In future, Radisic envisions her lab-grown tissues being implanted into the body to repair organs damaged by disease. Because the cells used to seed the platform can come from anyone, the new tissues could be genetically identical to the intended host, reducing the risk of organ rejection. Even in its current form, the team has shown that the AngioChip can be implanted into a living animal, its artificial blood vessels connected to a real circulatory system. The polymer scaffolding itself simply biodegrades after several months.
The team still has much work to do. Each AngioChip is currently made by hand; if the platform is to be used industrially, the team will need to develop high-throughput manufacturing methods to create many copies at once. Still, the potential is obvious. “It really is multifunctional, and solves many problems in the tissue engineering space,” says Radisic. “It’s truly next-generation.”
Here’s a link to and a citation for the paper,
Biodegradable scaffold with built-in vasculature for organ-on-a-chip engineering and direct surgical anastomosis by Boyang Zhang, Miles Montgomery, M. Dean Chamberlain, Shinichiro Ogawa, Anastasia Korolj, Aric Pahnke, Laura A. Wells, Stéphane Massé, Jihye Kim, Lewis Reis, Abdul Momen, Sara S. Nunes, Aaron R. Wheeler, Kumaraswamy Nanthakumar, Gordon Keller, Michael V. Sefton, & Milica Radisic. Nature Materials (2016) doi:10.1038/nmat4570 Published online 07 March 2016
This paper is behind a paywall.
The researchers have made two images illustrating their work available. There’s this still image,
These tiny polymer scaffolds contain channels that are about 100 micrometres wide, about the same diameter as a human hair. When seeded with cells, the channels act as artificial blood vessels. By mimicking tissues in the human heart and other organs, these scaffolds provide a new way to test drugs for potentially dangerous side effects. (Image: Tyler Irving/Boyang Zhang/Kevin Soobrian)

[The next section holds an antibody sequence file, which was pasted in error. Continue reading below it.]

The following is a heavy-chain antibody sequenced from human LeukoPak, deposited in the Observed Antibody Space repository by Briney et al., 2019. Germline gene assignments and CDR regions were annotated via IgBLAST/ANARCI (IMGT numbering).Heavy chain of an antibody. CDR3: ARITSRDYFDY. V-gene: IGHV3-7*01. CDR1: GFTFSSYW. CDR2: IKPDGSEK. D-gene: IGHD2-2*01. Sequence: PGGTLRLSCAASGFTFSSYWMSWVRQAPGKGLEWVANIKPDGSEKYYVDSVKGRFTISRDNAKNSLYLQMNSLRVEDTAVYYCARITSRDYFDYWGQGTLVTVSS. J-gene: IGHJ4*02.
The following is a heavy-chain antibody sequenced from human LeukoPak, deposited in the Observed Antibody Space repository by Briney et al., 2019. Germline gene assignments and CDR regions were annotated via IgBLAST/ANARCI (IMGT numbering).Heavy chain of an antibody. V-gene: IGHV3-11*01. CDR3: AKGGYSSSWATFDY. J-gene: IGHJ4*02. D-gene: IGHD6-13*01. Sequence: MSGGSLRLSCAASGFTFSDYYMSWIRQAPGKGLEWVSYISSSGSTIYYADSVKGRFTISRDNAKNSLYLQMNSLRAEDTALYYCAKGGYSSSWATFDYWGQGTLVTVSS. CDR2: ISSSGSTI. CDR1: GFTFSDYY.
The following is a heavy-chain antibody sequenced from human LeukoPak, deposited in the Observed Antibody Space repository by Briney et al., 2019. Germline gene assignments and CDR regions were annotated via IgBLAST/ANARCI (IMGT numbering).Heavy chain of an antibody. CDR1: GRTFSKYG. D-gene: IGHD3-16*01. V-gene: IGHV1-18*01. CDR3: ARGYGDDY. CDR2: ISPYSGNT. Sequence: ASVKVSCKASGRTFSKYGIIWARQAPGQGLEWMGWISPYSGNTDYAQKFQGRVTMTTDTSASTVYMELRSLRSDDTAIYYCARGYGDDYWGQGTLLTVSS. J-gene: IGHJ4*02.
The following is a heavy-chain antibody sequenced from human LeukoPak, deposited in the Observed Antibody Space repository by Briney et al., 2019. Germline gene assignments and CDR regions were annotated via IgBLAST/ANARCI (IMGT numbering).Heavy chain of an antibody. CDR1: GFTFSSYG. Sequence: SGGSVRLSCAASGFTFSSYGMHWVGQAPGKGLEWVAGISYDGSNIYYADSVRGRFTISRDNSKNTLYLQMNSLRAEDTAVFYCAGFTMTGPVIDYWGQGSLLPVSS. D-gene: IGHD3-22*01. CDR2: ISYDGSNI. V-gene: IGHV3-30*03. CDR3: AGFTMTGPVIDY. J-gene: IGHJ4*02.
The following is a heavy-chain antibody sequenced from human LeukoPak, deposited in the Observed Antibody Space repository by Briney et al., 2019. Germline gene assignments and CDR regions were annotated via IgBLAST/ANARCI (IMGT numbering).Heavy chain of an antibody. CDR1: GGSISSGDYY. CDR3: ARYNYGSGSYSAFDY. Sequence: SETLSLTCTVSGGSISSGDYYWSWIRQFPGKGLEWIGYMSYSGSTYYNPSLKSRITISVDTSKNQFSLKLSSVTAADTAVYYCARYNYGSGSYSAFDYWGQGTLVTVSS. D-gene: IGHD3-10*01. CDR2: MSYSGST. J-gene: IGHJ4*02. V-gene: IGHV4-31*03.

Perhaps more intriguing is this one,
When seeded with heart cells, the flexible polymer scaffold contracts with a regular rhythm, just like real heart tissue. (Image: Boyang Zhang)
I have mentioned ‘human-on-a-chip’ projects many times here and as the news release writer notes, there is an international race. My July 1, 2015 posting (cross-posted from the June 30, 2015 posting [Testing times: the future of animal alternatives] on the International Innovation blog [a CORDIS-listed project dissemination partner for FP7 and H2020 projects]) notes a couple of those projects,
Organ-on-a-chip projects use stem cells to create human tissues that replicate the functions of human organs. Discussions about human-on-a-chip activities – a phrase used to describe 10 interlinked organ chips – were a highlight of the 9th World Congress on Alternatives to Animal Testing held in Prague, Czech Republic, last year. One project highlighted at the event was a joint US National Institutes of Health (NIH), US Food and Drug Administration (FDA) and US Defense Advanced Research Projects Agency (DARPA) project led by Dan Tagle that claimed it would develop functioning human-on-a-chip by 2017. However, he and his team were surprisingly close-mouthed and provided few details making it difficult to assess how close they are to achieving their goal.
By contrast, Uwe Marx – Leader of the ‘Multi-Organ-Chip’ programme in the Institute of Biotechnology at the Technical University of Berlin and Scientific Founder of TissUse, a human-on-a-chip start-up company – claims to have sold two-organ chips. He also claims to have successfully developed a four-organ chip and that he is on his way to building a human-on-a-chip. Though these chips remain to be seen, if they are, they will integrate microfluidics, cultured cells and materials patterned at the nanoscale to mimic various organs, and will allow chemical testing in an environment that somewhat mirrors a human.
As for where the University of Toronto efforts fit into the race, I don’t know for sure. It’s the first time I’ve come across a reference to liver tissue producing urea but I believe there’s at least one other team in China which has achieved a three-dimensional, more lifelike aspect for liver tissue in my Jan. 29, 2016 posting ‘Constructing a liver’.